Green bell pepper showing purple striping due to cool temperatures in September
Temperature has a significant effect on pepper growth and fruit quality. Warm temperatures are needed for adequate growth, but yield and quality can suffer if temperatures are too high or too low.
October 9, 2012 - Author: Ron Goldy, Michigan State University Extension
Bell peppers (Capsicum annuum L) are a warm season, annual crop and in northern climates they are set out as transplants during late May to late June. Transplanting brings the plant into flower sooner, increasing economic yields. Fruit size generally drops over time with the first flowers producing the largest fruit. Therefore, staggering plantings during this period helps growers maintain fruit size and harvest volume.
Day and night temperatures have a significant effect on pepper yield and fruit quality. Peppers grow best in temperatures between 70 and 80 degrees Fahrenheit. Temperatures very far outside this range can have detrimental effects on yield and quality. Temperatures can be too high for plant growth, but the biggest effect due to high temperatures is on fruit set. When temperatures are above 90 F during the day and 75 F at night, the flowers tend to abort, reducing fruit yield.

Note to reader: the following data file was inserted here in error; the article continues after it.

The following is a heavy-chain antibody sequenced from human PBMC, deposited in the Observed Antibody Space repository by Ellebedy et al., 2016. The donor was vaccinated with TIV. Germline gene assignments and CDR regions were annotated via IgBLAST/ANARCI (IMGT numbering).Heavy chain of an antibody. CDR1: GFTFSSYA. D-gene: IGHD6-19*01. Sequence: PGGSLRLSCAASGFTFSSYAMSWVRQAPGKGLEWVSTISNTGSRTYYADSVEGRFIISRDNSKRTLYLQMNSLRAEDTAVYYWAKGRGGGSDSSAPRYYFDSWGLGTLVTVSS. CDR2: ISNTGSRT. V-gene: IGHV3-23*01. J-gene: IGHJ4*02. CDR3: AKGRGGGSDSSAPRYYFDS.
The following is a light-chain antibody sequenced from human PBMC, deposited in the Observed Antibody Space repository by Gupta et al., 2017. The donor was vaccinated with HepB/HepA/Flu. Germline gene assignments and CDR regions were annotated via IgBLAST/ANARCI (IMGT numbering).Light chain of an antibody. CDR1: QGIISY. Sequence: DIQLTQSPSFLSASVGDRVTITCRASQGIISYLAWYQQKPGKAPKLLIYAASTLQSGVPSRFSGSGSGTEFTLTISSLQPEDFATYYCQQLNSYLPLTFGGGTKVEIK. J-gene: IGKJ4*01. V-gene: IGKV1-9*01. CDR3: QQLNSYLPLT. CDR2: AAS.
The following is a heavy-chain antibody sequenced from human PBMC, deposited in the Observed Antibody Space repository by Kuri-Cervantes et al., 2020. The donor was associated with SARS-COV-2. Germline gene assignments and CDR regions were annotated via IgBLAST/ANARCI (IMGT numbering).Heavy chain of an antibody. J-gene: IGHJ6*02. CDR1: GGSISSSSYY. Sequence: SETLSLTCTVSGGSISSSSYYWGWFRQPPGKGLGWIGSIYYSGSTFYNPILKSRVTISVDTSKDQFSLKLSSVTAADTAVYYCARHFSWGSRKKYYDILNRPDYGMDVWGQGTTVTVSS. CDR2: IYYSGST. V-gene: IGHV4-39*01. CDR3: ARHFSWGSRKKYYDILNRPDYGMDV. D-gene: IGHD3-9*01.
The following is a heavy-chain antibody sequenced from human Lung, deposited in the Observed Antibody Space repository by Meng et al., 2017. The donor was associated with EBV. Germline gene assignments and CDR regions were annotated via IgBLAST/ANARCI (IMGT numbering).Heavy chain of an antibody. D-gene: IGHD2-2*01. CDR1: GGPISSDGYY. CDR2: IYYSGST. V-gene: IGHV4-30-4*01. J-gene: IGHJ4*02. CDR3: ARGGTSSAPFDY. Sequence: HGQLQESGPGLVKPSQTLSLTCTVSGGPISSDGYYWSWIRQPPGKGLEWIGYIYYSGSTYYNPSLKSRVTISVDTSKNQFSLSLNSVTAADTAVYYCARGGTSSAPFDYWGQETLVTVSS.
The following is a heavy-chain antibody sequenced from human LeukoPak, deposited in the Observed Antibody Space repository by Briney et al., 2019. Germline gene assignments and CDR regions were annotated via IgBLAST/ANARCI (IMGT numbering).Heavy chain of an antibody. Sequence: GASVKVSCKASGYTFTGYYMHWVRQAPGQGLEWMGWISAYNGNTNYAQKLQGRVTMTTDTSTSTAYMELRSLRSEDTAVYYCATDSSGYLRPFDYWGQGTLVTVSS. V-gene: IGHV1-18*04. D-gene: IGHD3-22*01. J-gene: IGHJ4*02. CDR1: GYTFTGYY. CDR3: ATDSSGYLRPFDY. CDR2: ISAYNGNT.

Southwest Michigan experienced over 25 days of temperatures 90 F or higher during the 2012 growing season, so 2012 was a difficult year for pepper producers. At the other extreme, any flowers developing and blooming in September will not have time to produce fruit. Also, immature fruit going into September often will not elongate to the desired length or will be misshapen.
Temperature also influences color. Purple pigments develop best under cool temperatures. That is why it is hard to grow solid colored, purple varieties during July and August. It is just too hot and the fruit ends up with purple stripes rather than a solid purple. Purple is the immature color, so these peppers often go red since producers wait for the purple color to develop.
Cool temperatures are also the reason why some green varieties develop purple striping (see photo) in September. This purple striping has no influence on flavor, but many produce buyers and consumers hesitate to purchase a pepper that is not solid green.
Information on the influence of temperature on peppers:
- The Effect of Extreme Temperatures on the Tomato and Pepper Crop, Ontario Ministry of Agriculture, Food and Rural Affairs
- Pepper information, Aggie Horticulture, Texas A&M University Extension
For more information on commercial vegetable production, contact Ron Goldy at 269-944-1477 ext. 207.